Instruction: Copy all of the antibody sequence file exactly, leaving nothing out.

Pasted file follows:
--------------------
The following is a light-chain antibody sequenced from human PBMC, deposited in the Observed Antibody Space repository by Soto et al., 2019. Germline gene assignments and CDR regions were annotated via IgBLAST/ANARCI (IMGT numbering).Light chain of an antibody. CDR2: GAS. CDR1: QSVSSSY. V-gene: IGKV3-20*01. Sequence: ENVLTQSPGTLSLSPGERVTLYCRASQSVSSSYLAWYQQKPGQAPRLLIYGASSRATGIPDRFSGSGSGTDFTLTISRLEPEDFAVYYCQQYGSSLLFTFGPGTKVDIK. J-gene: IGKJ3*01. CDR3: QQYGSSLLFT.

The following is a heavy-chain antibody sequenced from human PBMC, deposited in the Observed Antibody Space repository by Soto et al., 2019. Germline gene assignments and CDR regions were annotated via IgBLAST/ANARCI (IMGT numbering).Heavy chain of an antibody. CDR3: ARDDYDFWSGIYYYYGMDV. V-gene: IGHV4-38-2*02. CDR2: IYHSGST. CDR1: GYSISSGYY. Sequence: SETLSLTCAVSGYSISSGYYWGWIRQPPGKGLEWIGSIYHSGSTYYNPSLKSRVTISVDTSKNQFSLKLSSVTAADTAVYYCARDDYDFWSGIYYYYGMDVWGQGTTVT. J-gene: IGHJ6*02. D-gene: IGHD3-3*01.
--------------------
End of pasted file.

The following is a light-chain antibody sequenced from human PBMC, deposited in the Observed Antibody Space repository by Soto et al., 2019. Germline gene assignments and CDR regions were annotated via IgBLAST/ANARCI (IMGT numbering).Light chain of an antibody. CDR2: GAS. CDR1: QSVSSSY. V-gene: IGKV3-20*01. Sequence: ENVLTQSPGTLSLSPGERVTLYCRASQSVSSSYLAWYQQKPGQAPRLLIYGASSRATGIPDRFSGSGSGTDFTLTISRLEPEDFAVYYCQQYGSSLLFTFGPGTKVDIK. J-gene: IGKJ3*01. CDR3: QQYGSSLLFT.

The following is a heavy-chain antibody sequenced from human PBMC, deposited in the Observed Antibody Space repository by Soto et al., 2019. Germline gene assignments and CDR regions were annotated via IgBLAST/ANARCI (IMGT numbering).Heavy chain of an antibody. CDR3: ARDDYDFWSGIYYYYGMDV. V-gene: IGHV4-38-2*02. CDR2: IYHSGST. CDR1: GYSISSGYY. Sequence: SETLSLTCAVSGYSISSGYYWGWIRQPPGKGLEWIGSIYHSGSTYYNPSLKSRVTISVDTSKNQFSLKLSSVTAADTAVYYCARDDYDFWSGIYYYYGMDVWGQGTTVT. J-gene: IGHJ6*02. D-gene: IGHD3-3*01.